"Who left a smooshed chocolate chip on the bathroom counter?" my husband bellows.
I'm in the kitchen with my 3-year-old at my feet as I reply, "Uh, hon. We're potty-training. That may very well be something other than chocolate."
I hear a disgusted groan and a long run of the water as my husband frantically tries to clean his fingers.
But then I remember I baked some cupcakes earlier and let our 6-year-old lick the bowl. "Oh, it actually could be chocolate," I reassure him.
That's life in our house currently. "Surprises" could be left around any corner, under any table. Because when it comes to potty-training, I am unbelievably inept at this aspect of child-rearing.
Truthfully, I despise the entire process.
First of all, you're supposed to determine when they're 'ready.'
Gimme a break. When are we ever ready to lose the ease of relieving ourselves whenever and wherever we want to? Sure, he likes his "big boy" underwear but if he's in the midst of watching a rivoting episode of Clifford the Big Red Dog, keeping Spiderman or the Incredible Hulk dry just doesn't rank very high on his priority list.
And I'm left cleaning a couch.
It never gets any easier either.
With boys, you have to decide whether to teach them to sit or stand. Some moms swear standing is easier, others believe in sitting - where they're helping them avoid the bickering with their future wife about leaving the seat up.
I've found both techniques to be useless. Because aim isn't good in either position, I come armed with Lysol wipes either way.
And then there's the consistency factor.
In a perfect world, you would never leave home and the child would have access to the bathroom at any given moment. Timely relief. Consistent training. Poof! They're out of diapers.
I don't know about you, but I don't live in that world.
In my world, it's the constant dilemma of deciding whether to let the child wear his underwear when Mommy has a gazillion errands to run knowing she'll be slowed down considerably by either frequent potty breaks or a very likely "accident."
It's deciding whether to inconvenience a babysitter by asking them to continue the potty-training in your absence or to make it easy on them and pull out the trusty diaper.
It's all very stressful to me.
I'm on my third attempt now, and since my first two children are still trying to master the skill in some respects, I am not hopeful for speedy success with my final child.
In fact, I was pretty lazy about the whole thing with this one. He was nearing age 3 and I hadn't done much more than pull out the potty seat.
I guess when you dread something, you'll put it off as long as possible. And I think I have good reason to dread it. I don't have a great track record.
With my first child, when she hit age 2, I was all over it. I bought two kinds of potty chairs to give her "options." I bought the princessy underwear. I had the reward jar filled with M&Ms. I was cheering like she had won an Olympic Gold when she so much as tinkled in that toilet.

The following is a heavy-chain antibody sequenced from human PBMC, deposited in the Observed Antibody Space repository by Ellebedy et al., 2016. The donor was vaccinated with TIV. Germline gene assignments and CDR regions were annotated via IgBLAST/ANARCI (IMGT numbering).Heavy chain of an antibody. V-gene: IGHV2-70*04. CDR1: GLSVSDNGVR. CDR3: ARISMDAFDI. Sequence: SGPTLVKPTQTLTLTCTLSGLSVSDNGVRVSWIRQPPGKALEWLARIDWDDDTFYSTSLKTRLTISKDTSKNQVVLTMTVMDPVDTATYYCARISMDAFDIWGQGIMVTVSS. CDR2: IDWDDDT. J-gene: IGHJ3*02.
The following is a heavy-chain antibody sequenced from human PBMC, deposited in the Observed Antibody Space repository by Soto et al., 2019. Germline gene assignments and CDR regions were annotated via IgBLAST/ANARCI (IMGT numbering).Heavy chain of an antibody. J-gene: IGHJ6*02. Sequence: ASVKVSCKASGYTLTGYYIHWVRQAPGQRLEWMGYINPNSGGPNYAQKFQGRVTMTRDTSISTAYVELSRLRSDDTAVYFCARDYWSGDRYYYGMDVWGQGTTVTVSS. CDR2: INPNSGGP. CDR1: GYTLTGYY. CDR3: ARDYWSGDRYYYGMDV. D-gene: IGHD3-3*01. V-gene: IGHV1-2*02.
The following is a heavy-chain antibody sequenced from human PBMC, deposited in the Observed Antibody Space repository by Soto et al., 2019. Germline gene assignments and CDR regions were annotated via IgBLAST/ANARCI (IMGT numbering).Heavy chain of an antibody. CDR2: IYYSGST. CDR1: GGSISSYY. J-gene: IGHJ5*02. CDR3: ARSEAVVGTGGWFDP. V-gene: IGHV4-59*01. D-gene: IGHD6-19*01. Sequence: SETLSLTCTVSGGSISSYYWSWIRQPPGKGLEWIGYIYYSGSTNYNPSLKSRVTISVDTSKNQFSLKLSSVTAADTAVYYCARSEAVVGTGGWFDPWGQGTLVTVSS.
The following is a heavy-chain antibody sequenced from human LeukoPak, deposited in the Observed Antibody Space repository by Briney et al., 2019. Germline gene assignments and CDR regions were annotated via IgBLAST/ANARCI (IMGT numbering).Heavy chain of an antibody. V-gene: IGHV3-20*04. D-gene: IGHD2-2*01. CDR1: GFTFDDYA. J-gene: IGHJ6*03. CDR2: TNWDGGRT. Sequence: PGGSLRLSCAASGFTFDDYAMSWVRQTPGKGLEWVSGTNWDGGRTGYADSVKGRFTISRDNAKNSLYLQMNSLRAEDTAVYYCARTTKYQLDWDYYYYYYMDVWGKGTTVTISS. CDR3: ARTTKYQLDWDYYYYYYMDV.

But she was 3-1/2 before she figured it all out. Oof. A year and a half of trying everything I could think of, reading everything about potty training I could get my hands on, and taking advice from every "been there" parent I knew.
With my second child, I foolishly thought I'd had it down. I waited until he was closer to 3, and then, promising myself I'd be patient, I took on the challenge.
I remember WAY too many instances of watching a puddle form beneath my son as he stared up at me with his big blue eyes as if to say, "Am I in trouble?"
Believe me, my patience wore thin.
Since he and his sister are just 19 months apart, much of the years-long potty-training was happening simultaneously. We pretty much couldn't go anywhere without four changes of clothes per kid. If anyone served my kids juice, it meant I'd be doing a lot of extra laundry in very short order. It went right through them back then.
It was humiliating at times. Go to someone's house for a nice dinner and end up asking for the carpet cleaner four times and "Any chance you saved some of Johnny pants was he was little? We've used up all our spare clothes."
This has been the toughest part of parenting for me. Hands down.
Give me a kid who pukes all over me for three straight days and allows me no more than two hours of sleep a night for a week. Because that's short-lived. It's painful at the time, but within a week or two, you're laughing about it.
Potty struggles? Nope. Haven't laughed once.
I am honestly in awe of parents who say they got their kid potty-trained in a day, or they had it mastered in a matter of weeks. I can't even fathom that.
Because I'm in the midst of this challenge again. Some days are good. Other days are bad. I've got carpet cleaner within easy reach these days, and the washing machine gets a work out.
I don't even let my mind drift into thinking about the day we'll be diaper-free, because I'm realistic. I will probably keep a box around until these kids graduate from high school.
And I'll keep double-checking that "chocolate."